After graduating from the University of Arizona with a B.A. in the classics, Dr. Radic matriculated at Agape Seminary, where he received the degree of Doctor of Sacred Theology, and then Trinity Seminary where he received the degree of Doctor of Theology.

Dr. Radic is the author of several non-fiction books, including Blood In, Blood Out: The Violent Empire of the Aryan Brotherhood (Headpress, 2011), The Sound of Meat (Ephemera Bound Publishing, 2008), A Priest in Hell: True Crimes of America's Clergy (ECW Press, 2009), and Terminal Disaster: Inside the Money Machine (Sunbury Press, 2012).

Dr. Radic has appeared on National Public Radio and A&E Television discussing prison education and America's prison gangs.


Tuesday, April 22, 2014

Blogging from A to Z April Challenge - S #atozchallenge



Moving right along with the Blogging from A to Z April Challenge, we're up to the letter S--the only letter I know of that is shaped like an animal.


Saccadic - jerky movement of the eye as it jumps from one fixation point to another; twitching.

Soap (as in goat's milk soap) - A few years back, I agreed to review some soap from Happy Goats Soap. Little did I know it would mean I would forever turn away from store-bought soap. I love it because it doesn't irritate my sensitive skin the way other soaps do. In addition, I can choose all kinds of neat shapes and sizes, scented or unscented. That, and I love following the antics of Pricilla, her herd, and the farm cats over at their blog: http://www.pricillaspeaks.com/

Shakespeare - The birthday of William Shakespeare is coming up tomorrow; well they don't really know when he was born, but they place his date of birth as three days prior to his baptism on April 26, which was the custom then. While not a lot is known about his life, his plays have been performed and analyzed extensively. I haven't read as many as a writer probably should, but I recall reading Hamlet and Romeo and Juliet in high school, and having to memorize lines from the latter. Have you read any Shakespeare?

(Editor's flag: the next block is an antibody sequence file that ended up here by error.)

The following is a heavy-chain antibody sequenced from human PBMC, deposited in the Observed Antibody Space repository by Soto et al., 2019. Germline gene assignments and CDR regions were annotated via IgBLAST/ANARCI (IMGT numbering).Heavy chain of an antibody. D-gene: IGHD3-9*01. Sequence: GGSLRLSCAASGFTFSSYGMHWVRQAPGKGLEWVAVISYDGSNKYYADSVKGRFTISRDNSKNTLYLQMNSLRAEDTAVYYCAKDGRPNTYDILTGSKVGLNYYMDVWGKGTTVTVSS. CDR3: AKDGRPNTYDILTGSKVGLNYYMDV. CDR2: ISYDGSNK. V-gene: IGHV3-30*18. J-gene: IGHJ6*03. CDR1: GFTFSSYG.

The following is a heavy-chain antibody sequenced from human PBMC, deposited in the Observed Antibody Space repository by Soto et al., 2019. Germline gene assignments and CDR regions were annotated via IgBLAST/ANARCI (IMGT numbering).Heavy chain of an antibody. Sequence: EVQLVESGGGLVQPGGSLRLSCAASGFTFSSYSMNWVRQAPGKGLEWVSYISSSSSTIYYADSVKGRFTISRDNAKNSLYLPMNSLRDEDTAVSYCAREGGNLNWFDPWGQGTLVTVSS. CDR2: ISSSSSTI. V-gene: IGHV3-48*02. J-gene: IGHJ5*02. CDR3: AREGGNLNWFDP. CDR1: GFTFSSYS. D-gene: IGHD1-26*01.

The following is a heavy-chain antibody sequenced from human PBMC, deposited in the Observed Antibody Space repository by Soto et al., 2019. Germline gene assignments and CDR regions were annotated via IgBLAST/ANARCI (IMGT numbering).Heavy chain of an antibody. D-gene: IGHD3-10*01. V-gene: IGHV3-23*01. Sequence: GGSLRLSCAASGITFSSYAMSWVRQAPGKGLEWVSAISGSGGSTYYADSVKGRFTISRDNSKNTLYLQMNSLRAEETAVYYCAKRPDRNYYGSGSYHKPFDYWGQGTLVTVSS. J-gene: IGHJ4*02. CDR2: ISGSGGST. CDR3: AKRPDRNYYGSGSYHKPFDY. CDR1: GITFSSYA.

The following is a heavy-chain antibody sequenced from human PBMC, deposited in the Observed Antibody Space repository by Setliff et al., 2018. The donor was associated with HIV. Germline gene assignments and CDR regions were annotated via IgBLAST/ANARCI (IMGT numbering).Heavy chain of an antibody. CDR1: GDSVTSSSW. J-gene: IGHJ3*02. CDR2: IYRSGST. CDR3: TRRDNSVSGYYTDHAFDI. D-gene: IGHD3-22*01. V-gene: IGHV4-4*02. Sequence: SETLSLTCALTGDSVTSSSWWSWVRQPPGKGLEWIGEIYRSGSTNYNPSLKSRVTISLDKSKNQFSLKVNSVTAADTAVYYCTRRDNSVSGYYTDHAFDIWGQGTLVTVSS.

Monday, April 21, 2014

Celebrate ARTHUR “Outdoor Week” on PBS KIDS



Join PBS KIDS and ARTHUR this week to celebrate ARTHUR “Outdoor Week” with two all-new episodes.

Beginning today and ending Friday, Arthur and friends will explore the outdoors in a week of fun-filled, outdoor-themed episodes. “Outdoor Week” includes the premieres of two all-new ARTHUR episodes, “Speak Up Francine/Waiting for Snow,” which airs on April 21, and “Pets and Pests/Go Fly a Kite,” which airs on April 22.

A new ARTHUR digital game, “Backyard Jungle,” will also launch in April. In “Backyard Jungle,” kids will join D.W. and Bud as they embark on an epic adventure using the power of their imaginations.


Blogging from A to Z April Challenge - R #atozchallenge


Today starts the fourth week of the Blogging from A to Z April Challenge. We're at the letter R.

Runcation - action of weeding. Really? I've always just called it weeding.

Rosewood Oil - According to Experience-Essential-Oils, rosewood oil rejuvenates the skin. What I like about this website is that it offers a great deal of information and even historical tidbits on essential oils. You can check out what they have to say about rosewood oil at http://www.experience-essential-oils.com/rosewood-oil.html

Rome - According to legend, on April 21, 753 B.C., Rome was founded by twin brothers Romulus and Remus. Find out more at http://www.history.com/this-day-in-history/rome-founded